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Miscarriage recovery
What to expect

What to expect

You should start to feel better each day after the pregnancy has passed - please call your BPAS Clinic (during opening hours) or the Aftercare Line 0300 333 68 28 (at any time) if you are unsure about anything.


Most women bleed for around 1-2 weeks after treatment for miscarriage or if they have chosen expectant management. It is best to use sanitary towels during this time. You should expect the bleeding to be like a normal menstrual period, but you may pass some small blood clots. Your bleeding should lessen over time, but you may have some spotting until your next period.

If your bleeding soaks 2 or more sanitary towels per hour for 2 hours in a row, then you should contact the clinic or Aftercare Line urgently for advice. If you cannot call, go to A&E.


Most women experience cramping on and off for about a week afterthe procedure. Take ibuprofen and paracetamol if needed. These can be bought over the counter without a prescription, from pharmacies, supermarkets and other shops.

There are 2 strengths of ibuprofen tablets - follow the directions for the one you have. Always read the patient information leaflet that comes with these medicines and take them as directed.

You can take paracetamol and ibuprofen together if the recommended dose of either medicine alone is not controlling your pain.

If the medicines do not control your pain - call the clinic or Aftercare Line on 0300 333 68 28 (or +44 01789 508 210)


You may experience a variety of emotions regarding the miscarriage and this is normal. You may feel like talking to someone if these feelings remain for a long time. The Miscarriage Association and Relate can provide information about counselling.

Physical symptoms as your body recovers

If you have pregnancy symptoms such as nausea or fatigue, these will go away within a few days of treatment. If you lost a pregnancy after 12 weeks, your breasts may feel firm and tender and leak milk after your procedure. Your breasts will return to normal after 3-4 days of swelling. You will feel more comfortable if you wear a supportive bra and apply cold ice packs to your breasts. Take ibuprofen or paracetamol if necessary for the pain.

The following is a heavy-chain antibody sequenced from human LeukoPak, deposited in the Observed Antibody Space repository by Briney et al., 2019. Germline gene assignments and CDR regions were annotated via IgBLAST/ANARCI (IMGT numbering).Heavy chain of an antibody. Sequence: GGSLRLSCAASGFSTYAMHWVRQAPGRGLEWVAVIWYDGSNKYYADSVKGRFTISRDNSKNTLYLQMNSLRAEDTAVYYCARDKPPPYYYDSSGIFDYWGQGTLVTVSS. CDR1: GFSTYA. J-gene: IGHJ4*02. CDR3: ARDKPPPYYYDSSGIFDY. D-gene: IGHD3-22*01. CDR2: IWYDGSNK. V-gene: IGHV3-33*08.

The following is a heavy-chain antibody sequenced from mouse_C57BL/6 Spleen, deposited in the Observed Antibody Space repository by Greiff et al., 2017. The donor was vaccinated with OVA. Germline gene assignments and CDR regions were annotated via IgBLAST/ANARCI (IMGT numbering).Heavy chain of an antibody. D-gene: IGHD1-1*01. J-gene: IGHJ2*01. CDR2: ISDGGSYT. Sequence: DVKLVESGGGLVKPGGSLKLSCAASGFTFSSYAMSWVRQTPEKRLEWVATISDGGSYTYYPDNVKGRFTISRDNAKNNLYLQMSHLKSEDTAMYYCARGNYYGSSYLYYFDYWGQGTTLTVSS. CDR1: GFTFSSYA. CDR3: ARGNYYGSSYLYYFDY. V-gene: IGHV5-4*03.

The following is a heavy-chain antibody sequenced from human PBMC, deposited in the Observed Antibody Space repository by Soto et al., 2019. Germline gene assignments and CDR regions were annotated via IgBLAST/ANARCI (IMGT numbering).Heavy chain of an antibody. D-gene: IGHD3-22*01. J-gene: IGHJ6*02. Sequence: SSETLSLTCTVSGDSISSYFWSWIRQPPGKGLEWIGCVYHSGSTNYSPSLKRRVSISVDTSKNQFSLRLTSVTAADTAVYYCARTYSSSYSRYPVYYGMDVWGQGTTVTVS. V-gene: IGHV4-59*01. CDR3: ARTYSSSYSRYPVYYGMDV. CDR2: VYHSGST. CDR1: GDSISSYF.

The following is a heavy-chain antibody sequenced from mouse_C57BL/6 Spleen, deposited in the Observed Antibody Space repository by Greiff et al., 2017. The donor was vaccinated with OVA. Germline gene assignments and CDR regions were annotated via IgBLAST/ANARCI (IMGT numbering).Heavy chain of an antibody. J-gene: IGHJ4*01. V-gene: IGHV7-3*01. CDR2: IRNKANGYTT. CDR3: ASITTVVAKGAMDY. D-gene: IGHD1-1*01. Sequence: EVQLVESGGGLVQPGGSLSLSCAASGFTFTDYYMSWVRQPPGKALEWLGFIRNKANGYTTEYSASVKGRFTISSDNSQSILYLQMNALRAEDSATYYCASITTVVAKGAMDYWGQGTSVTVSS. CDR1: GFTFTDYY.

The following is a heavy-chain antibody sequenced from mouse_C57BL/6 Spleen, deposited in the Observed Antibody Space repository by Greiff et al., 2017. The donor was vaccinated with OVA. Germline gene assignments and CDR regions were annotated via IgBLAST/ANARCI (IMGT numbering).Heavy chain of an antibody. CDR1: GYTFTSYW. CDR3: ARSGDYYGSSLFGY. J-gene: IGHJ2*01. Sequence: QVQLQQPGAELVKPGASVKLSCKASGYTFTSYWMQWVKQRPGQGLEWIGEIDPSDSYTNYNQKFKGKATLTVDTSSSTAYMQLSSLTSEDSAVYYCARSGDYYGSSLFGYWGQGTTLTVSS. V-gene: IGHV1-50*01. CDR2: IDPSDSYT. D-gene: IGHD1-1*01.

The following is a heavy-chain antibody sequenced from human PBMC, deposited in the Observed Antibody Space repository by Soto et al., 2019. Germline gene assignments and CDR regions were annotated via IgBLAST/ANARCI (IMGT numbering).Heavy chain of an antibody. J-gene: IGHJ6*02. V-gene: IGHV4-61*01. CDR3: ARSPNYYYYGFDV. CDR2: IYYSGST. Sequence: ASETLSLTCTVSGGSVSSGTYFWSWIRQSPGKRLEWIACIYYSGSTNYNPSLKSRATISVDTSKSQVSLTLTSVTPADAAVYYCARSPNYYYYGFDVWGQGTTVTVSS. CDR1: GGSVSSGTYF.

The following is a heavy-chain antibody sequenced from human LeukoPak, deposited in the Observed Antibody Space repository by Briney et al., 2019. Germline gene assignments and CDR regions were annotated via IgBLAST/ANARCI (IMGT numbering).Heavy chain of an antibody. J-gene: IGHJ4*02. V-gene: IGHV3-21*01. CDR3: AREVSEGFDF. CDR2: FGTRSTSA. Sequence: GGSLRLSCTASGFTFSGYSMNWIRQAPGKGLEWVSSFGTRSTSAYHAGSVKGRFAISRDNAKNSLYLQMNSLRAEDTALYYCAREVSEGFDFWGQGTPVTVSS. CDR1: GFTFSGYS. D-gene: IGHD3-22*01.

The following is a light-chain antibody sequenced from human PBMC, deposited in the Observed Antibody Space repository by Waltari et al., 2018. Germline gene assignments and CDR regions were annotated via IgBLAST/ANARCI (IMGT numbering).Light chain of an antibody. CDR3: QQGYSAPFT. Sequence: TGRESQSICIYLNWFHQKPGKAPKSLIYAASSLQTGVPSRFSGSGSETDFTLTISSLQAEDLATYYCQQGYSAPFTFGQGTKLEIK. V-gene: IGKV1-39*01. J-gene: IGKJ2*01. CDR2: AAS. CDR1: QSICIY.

Unexpected or unusual symptoms
  • heavy bleeding that soaks through 2 sanitary pads an hour for 2 hours or more in a row
  • abdominal tenderness, pain or discomfort which is not helped by medication, rest, a hot water bottle or heating pad
  • a fever of 38°C or higher
  • an unpleasant smelling discharge from your vagina
  • no bleeding at all after 24 hours of taking the medication
  • a general feeling of being unwell or still feeling pregnant

If you have any of the above symptoms, you should phone the BPAS clinic where you had your treatment, or the Aftercare Line on 0300 333 68 28 (or +44 1789 508 210) immediately. Alternatively, you should go to A&E or see your GP urgently.

What can I do?


You can have a bath or shower as normal. Take care if you have a bath in the 24 hours after a general anaesthetic - make sure someone is around to keep an eye on you in case you still feel drowsy.

Work and other activities

Most women are fit and well enough to return to normal activities within a day or two. Rest until you feel able to return to your usual routine.


You may resume sexual activity when you feel ready. You can get pregnant almost immediately following miscarriage, so it is important to use contraception if you do not want to get pregnant.


It's best not to travel within 24 hours of treatment. If you must travel, make sure you know how to get emergency treatment at your destination in case of complication. Please be aware that, if you are having medical management and choose to travel soon after taking the second medication (misoprostol), you could start to have cramps and bleed heavily whilst you are travelling.

Your next period

Your next period should come about 4 weeks after miscarriage. If it hasn't or you are concerned, contact us. Remember that any bleeding immediately after treatment is not a period.

Click here for miscarriage treatment follow-up information by treatment type